Craft cannabis growers in B.C. sound alarm over survival of the sector

Open letter sent to federal Justice Minister Jody Wilson-Raybould and her B.C. counterpart David Eby

Jessika Villano sells a potent array of dried cannabis, oils, salves and even bud-infused bath bombs at Buddha Barn Medicinal Society — all grown and processed by small-scale British Columbia producers.

Villano doesn’t want that to change when marijuana is legalized later this year, and she’s among the proponents of local craft cannabis who are pushing the federal and provincial governments to ensure its survival.

“I believe in our sector,” Villano said. “Our elected representatives need to take immediate steps to protect it or face the consequences of letting B.C. craft cannabis collapse.”

Five groups representing small pot growers and sellers delivered an open letter on Friday to federal Justice Minister Jody Wilson-Raybould and her B.C. counterpart David Eby. The letter urges immediate action from both ministers ahead of legalization.

The federal government has signalled it will make room for craft cannabis in the recreational industry. It has proposed a micro-cultivation licence for growers whose crops cover less than 200 square metres, but it hasn’t created an application process.

The groups want the government to urgently establish a process so they can obtain licences and bid for provincial contracts to supply legal cannabis. Currently, large companies that already hold Health Canada licences to grow medical cannabis are exclusively signing those contracts, the groups say.

“It’s like starting the race 10 seconds late,” said Roxanne Judson, a small-scale grower and a member of the Ethical Cannabis Producers Alliance, one of the groups behind the letter.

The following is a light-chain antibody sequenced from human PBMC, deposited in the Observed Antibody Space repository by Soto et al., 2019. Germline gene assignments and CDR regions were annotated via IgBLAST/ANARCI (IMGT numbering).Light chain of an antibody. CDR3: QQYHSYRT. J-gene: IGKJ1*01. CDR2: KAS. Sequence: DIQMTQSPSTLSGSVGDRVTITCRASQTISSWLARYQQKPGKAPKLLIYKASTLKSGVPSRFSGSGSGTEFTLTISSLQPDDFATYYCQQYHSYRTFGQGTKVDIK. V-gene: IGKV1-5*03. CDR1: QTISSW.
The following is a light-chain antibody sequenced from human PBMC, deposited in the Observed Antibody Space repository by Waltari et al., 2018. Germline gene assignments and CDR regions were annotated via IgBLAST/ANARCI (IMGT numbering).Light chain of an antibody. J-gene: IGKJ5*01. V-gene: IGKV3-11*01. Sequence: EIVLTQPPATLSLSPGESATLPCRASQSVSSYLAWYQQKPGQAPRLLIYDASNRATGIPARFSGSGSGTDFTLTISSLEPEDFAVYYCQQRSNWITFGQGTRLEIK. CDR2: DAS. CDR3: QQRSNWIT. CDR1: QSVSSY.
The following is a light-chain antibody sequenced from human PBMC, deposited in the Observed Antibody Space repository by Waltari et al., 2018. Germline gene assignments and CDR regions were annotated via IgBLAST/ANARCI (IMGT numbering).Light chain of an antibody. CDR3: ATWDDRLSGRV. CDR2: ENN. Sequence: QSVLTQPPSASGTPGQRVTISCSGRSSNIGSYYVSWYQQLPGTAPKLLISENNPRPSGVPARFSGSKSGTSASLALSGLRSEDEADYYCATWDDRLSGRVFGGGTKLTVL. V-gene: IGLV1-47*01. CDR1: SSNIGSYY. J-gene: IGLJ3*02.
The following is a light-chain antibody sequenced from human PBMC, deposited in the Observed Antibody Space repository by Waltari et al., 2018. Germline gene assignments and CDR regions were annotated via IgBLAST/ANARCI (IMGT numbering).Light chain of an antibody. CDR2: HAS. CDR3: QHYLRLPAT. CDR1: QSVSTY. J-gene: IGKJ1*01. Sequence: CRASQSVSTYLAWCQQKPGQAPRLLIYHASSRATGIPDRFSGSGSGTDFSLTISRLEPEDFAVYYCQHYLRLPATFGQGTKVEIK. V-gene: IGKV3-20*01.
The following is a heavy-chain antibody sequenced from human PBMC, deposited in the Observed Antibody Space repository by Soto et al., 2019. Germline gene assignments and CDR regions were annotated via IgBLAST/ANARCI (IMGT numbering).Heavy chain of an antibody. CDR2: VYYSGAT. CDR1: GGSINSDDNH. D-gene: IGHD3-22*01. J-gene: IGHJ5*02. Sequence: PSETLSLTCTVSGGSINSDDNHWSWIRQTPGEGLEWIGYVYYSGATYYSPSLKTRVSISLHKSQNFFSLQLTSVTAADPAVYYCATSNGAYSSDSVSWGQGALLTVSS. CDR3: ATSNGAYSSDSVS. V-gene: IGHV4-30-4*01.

“The smaller producers that have been the backbone of this market for decades aren’t even allowed to apply yet.”

READ MORE: Canadian marijuana companies search for workers ahead of legalization

READ MORE: B.C. universities, colleges offering more training for marijuana industry

The groups also say the proposed space limit on micro-cultivation is too small and should be increased to 500 to 1,000 square metres. They also want packaging and labelling restrictions to be loosened so craft cannabis can differentiate itself from mass-produced marijuana.

Under draft federal regulations, pot packages must be opaque and only display one brand element beyond the product’s name.

“They’ve made it so it’s really difficult for craft cannabis producers to distinguish themselves as being local or organic or sustainably grown, or whatever their particular advantage might be,” said Ian Dawkins of the Cannabis Commerce Association of Canada, which also signed the letter.

Neither Wilson-Raybould nor Eby immediately responded to requests for comment.

The letter calls on Eby to make a number of changes to B.C.’s proposed framework, including ditching a plan that would require producers to send cannabis to a provincially run warehouse for storage before it is shipped to stores. Cannabis begins to degrade in quality quickly if it isn’t stored properly, said Dawkins.

The groups are also asking the province to allow marijuana grow-ops on B.C.’s agricultural land reserve. Some municipalities have called for cannabis to be outlawed on reserve lands.